Let me offer some compassionate support for those who are going through grief over the loss of a parent. Having to handle all the details of a funeral and the liquidation of your parents’ estate ranks high on the lists of stressors that can wreak havoc emotionally.
You and your siblings really need a lot of shoulders to lean on during this time. This is the time to make withdrawals from your emotional bank accounts of close friends. If you are active in a church or synagogue, let your pastor or rabbi know what you’re going through, and be open to any acts of kindness from your congregation.
Grief can bring with it the symptoms of clinical depression, yet you’ll feel as if you have to be the strong one for the sake of your family. It’s not a sign of weakness to meet with a counselor and unload what’s happening during this stressful time.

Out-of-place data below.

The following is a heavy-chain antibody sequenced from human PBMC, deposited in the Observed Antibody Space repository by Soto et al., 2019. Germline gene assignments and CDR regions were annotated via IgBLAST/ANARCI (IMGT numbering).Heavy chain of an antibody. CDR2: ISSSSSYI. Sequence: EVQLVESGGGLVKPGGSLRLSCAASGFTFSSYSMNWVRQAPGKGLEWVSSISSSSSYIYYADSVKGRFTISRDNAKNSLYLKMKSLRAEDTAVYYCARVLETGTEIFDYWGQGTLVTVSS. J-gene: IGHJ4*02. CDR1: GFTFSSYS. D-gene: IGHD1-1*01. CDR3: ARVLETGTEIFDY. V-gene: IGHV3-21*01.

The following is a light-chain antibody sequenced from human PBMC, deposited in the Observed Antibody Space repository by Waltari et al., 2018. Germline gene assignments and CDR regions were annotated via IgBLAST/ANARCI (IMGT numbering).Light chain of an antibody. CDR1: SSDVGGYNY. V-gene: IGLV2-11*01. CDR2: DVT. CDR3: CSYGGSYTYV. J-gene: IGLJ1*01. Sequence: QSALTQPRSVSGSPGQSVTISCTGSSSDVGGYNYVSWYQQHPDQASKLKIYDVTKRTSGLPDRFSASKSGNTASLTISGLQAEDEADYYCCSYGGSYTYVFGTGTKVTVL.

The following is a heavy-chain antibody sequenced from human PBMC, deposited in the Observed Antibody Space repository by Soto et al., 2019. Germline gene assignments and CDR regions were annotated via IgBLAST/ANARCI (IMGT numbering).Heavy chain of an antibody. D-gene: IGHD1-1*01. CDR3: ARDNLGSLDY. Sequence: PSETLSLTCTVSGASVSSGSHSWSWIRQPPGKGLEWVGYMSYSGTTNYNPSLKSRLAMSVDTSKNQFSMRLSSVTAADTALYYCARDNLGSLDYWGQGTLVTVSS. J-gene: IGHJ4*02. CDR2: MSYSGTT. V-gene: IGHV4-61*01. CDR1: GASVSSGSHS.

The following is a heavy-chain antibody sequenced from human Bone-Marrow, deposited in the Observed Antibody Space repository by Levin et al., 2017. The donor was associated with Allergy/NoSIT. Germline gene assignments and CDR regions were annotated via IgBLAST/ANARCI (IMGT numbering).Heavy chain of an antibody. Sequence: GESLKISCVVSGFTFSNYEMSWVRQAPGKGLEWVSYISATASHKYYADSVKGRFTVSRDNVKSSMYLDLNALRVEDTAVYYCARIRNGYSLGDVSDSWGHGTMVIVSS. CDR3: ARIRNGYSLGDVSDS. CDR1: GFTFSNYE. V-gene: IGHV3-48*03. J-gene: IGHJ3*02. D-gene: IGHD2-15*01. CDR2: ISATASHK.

With nearly every client, I’ve found myself holding the hand of an angry, heartbroken, grieving son or daughter. Many are in a very vulnerable state, feeling angry and lashing out because of all the decisions that their parents did not take care of while they were alive. Then their anger turns to guilt because their parents are no longer here, and they feel guilty because they feel angry.
You really do have to be strong and think straight as you go through your parents’ home for the last time, so take advantage of resources — personal and professional — that can help you cope with the sadness and stress.
Keep in mind: you don’t have to go through this alone. There is reliable and trustworthy help that can make this painful experience go smoothly.
© 2010 Julie Hall